For All 1983-88 Cougars / Thunderbirds
Page Revised: 10 May 2019
While there's nothing wrong with the stock grille on your Fox Cougar, you may feel the urge to just do something different or custom with it. These are some good tips and suggestions if you want to make your grille look a little different from the stock style.
In the late 1970's and early 1980's a big chrome square grille was all the rage. When the aero Cougar came along in 1983, the grille took the form of a "rounded square", if you will. While the overall shape and proportion definitely fits the car well, the copious amount of chrome slapped onto the grille is a bit incongruous with the rest of the front end. What to do? Well, a little paint goes a long way with helping your grille fit into the car's overall scheme better.
The classic Mercury waterfall grille fits this car perfectly. From the factory the vertical slats were painted a charcoal color on LS models and 1987 XR7's, while the 1988 XR7's had body-colored slats. A thin chrome surround is all that's needed to let you know that this is a front end that perfectly suggests the Euro look without forgetting its classy American roots. It's almost a shame to do anything with the grille, and really it's not as flexible to modify as a 1983-86 grille. Still, if you want to be different, you've got at least one option (aside from painting the grille body color).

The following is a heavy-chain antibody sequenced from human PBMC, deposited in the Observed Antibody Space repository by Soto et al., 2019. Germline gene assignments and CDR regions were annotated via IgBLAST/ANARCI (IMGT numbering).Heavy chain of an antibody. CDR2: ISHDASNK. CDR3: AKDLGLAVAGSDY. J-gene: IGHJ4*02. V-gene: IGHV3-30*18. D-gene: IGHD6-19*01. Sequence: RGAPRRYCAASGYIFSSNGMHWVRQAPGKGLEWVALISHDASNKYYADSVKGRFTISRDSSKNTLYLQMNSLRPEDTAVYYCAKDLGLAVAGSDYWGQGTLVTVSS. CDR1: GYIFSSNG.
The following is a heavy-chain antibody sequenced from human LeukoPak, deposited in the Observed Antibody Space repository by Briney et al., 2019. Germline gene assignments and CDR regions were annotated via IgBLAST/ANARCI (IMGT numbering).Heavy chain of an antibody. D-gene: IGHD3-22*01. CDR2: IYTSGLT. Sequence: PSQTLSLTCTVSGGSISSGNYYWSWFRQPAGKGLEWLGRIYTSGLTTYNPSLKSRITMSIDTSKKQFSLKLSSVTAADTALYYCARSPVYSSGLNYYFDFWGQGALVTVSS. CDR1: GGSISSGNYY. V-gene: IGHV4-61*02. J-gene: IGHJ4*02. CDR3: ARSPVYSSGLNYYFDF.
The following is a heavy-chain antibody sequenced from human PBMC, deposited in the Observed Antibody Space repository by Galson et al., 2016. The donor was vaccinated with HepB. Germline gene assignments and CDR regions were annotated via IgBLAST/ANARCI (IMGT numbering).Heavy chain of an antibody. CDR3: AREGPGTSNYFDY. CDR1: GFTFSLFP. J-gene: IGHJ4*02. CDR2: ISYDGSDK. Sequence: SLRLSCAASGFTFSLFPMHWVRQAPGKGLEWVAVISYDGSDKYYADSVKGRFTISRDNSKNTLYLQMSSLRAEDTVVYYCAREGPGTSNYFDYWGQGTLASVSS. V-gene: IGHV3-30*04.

This viewer used aluminum diamond mesh that's popular with import cars, and simply used paper clips to attach it to the stock grille. A very cool, very simple mod that anyone can do.
Grille Preparation & Painting
These grilles were either all metal, or ABS plastic with a chrome coating (simply tap your grille to figure out what you have). With either kind you will have to slightly sandblast the surface. The key is to simply knock down the shine of the chrome so that the grille looks like a dull metal when you're finished. No shiny spots can remain. This is now a perfect surface for the paint. If you want to primer it first, go ahead but apply lighter coats. The paint can then be applied. Although it may not seem that this is a durable solution at first, in reality it works great. If you or anyone you know cannot do this, ask a body shop to blast your grille. Sometimes they can even use beads instead of sand to blast; this is a great alternative as it won't damage the surface.
There is a chrome stripper exists that will remove this chrome plating without harming the plastic. It's available to body shops and is really expensive. Check around to see if any shops in your area offer this service, because that would save you a lot of hassle.
Once the surface is roughed up a bit, be sure to sand over the surface with a Scotch-brite pad at the very least. A self-etching primer is also recommended for a good, solid base. Then you can paint the grille what ever colors you wish, with the usual rules about proper ventilation applying here as well (see our disclaimer for more details).
Finally, top coat with a good clearcoat, wait the proper drying time, and reinstall.
If you done this to your Cat, we'd love to see your photos! Feel free to contact us.